Most recruiters have too little time (and too heavy a workload) to read your resume to figure out what you want to do. So instead of using a meaningless objective, use a title that shows you understand the employer’s needs, e.g.: Administrative Assistant, Project Manager, Marketing Assistant, Operations Manager. More than one target position? Use more than one title, especially if the functions are related, e.g., Marketing Assistant ~ Event Manager.
When you describe your role, use words that clarify. If the reader can’t figure out what your job entails and how you add value, there is no need to pursue your candidacy. Jobs today are increasingly more complex. Give a brief description of your most important tasks. Then tell the reader what problems you’ve solved and challenges you’ve overcome; explain what you did to save/stretch resources; how you’ve created value in products, services and/or processes. Say so loud and clear, because you may not get another opportunity. Remember: the bottom line for the employer is the bottom line!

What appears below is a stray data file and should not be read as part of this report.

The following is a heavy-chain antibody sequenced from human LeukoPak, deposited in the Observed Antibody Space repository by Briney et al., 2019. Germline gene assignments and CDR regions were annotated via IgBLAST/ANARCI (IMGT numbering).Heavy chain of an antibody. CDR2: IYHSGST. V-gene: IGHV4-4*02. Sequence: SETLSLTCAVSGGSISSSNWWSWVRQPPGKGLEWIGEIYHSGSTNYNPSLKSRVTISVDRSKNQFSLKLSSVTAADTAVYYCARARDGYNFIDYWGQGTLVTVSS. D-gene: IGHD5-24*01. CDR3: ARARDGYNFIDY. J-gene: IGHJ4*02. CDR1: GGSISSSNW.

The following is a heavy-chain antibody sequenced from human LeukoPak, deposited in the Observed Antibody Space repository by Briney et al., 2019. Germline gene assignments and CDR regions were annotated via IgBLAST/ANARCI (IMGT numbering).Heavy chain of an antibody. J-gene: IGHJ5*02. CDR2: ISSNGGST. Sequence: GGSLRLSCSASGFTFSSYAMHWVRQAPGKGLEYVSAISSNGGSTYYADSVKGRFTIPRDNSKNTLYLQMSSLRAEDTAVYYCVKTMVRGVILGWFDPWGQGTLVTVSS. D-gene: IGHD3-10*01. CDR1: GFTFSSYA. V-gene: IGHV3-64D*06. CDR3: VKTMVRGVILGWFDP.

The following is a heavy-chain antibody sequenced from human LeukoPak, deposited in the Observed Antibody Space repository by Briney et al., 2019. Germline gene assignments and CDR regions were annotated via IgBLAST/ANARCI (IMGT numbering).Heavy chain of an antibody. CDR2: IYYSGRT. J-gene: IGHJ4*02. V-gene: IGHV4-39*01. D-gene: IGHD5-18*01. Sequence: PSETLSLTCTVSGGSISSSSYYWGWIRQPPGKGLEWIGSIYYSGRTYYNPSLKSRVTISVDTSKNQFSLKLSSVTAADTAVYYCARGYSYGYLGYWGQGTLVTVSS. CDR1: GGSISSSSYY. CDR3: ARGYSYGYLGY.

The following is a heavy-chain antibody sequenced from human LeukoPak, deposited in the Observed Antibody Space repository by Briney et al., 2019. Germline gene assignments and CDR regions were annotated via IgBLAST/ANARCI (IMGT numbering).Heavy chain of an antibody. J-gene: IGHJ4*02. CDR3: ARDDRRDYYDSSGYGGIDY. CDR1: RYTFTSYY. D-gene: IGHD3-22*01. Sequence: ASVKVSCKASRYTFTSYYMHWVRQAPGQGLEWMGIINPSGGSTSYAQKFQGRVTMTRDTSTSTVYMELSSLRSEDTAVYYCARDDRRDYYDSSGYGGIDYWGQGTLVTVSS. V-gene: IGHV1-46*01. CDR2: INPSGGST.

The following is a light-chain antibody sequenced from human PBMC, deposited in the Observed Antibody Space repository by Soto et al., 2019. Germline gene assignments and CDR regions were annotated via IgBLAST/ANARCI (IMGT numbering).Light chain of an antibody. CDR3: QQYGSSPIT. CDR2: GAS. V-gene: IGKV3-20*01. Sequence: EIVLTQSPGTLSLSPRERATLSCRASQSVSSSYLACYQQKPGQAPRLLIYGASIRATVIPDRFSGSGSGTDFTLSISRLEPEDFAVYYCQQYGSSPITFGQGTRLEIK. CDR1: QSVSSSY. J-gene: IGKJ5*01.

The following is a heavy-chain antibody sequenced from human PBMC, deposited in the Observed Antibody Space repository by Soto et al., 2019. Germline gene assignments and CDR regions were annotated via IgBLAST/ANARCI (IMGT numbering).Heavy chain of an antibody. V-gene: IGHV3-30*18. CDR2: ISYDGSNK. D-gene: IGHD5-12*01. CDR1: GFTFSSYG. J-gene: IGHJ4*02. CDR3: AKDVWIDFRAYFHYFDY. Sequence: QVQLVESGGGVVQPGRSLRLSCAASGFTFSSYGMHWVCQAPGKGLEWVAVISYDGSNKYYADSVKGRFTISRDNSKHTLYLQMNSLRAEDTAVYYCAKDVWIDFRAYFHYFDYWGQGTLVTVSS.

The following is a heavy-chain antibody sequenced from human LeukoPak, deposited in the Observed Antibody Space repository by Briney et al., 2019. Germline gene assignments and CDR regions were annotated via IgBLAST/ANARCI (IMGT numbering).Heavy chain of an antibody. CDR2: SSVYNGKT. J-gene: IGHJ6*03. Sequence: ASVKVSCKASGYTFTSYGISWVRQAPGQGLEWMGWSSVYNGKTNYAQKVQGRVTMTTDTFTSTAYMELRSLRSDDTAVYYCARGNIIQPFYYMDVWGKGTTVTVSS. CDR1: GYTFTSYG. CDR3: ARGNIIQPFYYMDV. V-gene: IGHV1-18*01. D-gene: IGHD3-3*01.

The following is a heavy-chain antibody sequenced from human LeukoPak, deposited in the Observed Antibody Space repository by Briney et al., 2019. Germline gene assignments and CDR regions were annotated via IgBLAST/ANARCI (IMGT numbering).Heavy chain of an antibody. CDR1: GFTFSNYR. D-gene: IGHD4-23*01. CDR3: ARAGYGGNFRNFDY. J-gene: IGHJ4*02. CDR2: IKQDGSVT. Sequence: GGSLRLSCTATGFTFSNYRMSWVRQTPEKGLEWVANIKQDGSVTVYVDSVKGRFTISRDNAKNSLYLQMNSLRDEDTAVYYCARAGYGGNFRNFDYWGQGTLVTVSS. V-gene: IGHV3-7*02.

If you can’t support statements in the body of the resume that you’ve made at the top of the resume regarding your “successful” performance and “outstanding” results, you won’t pass initial scrutiny, because you’ll be competing with candidates who provide context for their achievements, understand that the employer is looking for value, and know that nothing has more impact in the marketplace than quantifiable results.
Next, if you’re applying online, you need a text version of your resume to upload. Uploading a nicely formatted Word document into an Applicant Tracking System (ATS) that many employers use to manage their recruiting process is likely to be disappointing if you don’t. There will likely be odd characters and text will flow into impenetrable blocks—making on-screen reading difficult—and those painstaking underlines, boldface type and italics you added for emphasis will disappear.
Ellie Vargo, MRW, CCMC